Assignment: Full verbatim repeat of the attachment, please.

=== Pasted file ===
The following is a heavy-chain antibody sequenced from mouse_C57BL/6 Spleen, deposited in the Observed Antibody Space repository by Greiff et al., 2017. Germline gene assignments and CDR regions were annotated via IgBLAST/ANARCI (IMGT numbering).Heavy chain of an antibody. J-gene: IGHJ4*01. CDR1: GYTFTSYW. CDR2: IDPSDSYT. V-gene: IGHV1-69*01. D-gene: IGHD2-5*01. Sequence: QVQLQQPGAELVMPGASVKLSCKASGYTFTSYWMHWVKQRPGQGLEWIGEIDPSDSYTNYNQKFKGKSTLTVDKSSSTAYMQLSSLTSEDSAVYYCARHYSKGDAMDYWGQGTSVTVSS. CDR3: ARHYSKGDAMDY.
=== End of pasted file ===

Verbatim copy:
The following is a heavy-chain antibody sequenced from mouse_C57BL/6 Spleen, deposited in the Observed Antibody Space repository by Greiff et al., 2017. Germline gene assignments and CDR regions were annotated via IgBLAST/ANARCI (IMGT numbering).Heavy chain of an antibody. J-gene: IGHJ4*01. CDR1: GYTFTSYW. CDR2: IDPSDSYT. V-gene: IGHV1-69*01. D-gene: IGHD2-5*01. Sequence: QVQLQQPGAELVMPGASVKLSCKASGYTFTSYWMHWVKQRPGQGLEWIGEIDPSDSYTNYNQKFKGKSTLTVDKSSSTAYMQLSSLTSEDSAVYYCARHYSKGDAMDYWGQGTSVTVSS. CDR3: ARHYSKGDAMDY.